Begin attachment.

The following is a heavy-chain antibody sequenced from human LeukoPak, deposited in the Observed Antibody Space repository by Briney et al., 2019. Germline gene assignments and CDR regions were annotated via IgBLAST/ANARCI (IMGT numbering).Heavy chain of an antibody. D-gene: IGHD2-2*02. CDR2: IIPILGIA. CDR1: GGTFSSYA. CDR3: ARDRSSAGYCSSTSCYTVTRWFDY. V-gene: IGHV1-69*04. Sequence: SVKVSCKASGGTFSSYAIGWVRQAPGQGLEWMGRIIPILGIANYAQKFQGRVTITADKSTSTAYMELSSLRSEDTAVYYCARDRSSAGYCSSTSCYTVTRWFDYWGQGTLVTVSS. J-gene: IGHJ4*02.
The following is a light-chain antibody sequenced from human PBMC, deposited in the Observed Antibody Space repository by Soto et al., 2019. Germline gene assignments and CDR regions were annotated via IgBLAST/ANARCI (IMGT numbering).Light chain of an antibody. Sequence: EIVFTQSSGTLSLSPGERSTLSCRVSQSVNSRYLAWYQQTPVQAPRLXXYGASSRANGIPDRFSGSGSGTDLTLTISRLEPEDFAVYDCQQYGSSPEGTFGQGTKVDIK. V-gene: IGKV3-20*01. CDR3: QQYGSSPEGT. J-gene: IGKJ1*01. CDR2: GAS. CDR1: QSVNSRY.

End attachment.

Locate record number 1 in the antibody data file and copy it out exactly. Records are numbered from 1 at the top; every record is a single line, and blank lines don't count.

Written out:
The following is a heavy-chain antibody sequenced from human LeukoPak, deposited in the Observed Antibody Space repository by Briney et al., 2019. Germline gene assignments and CDR regions were annotated via IgBLAST/ANARCI (IMGT numbering).Heavy chain of an antibody. D-gene: IGHD2-2*02. CDR2: IIPILGIA. CDR1: GGTFSSYA. CDR3: ARDRSSAGYCSSTSCYTVTRWFDY. V-gene: IGHV1-69*04. Sequence: SVKVSCKASGGTFSSYAIGWVRQAPGQGLEWMGRIIPILGIANYAQKFQGRVTITADKSTSTAYMELSSLRSEDTAVYYCARDRSSAGYCSSTSCYTVTRWFDYWGQGTLVTVSS. J-gene: IGHJ4*02.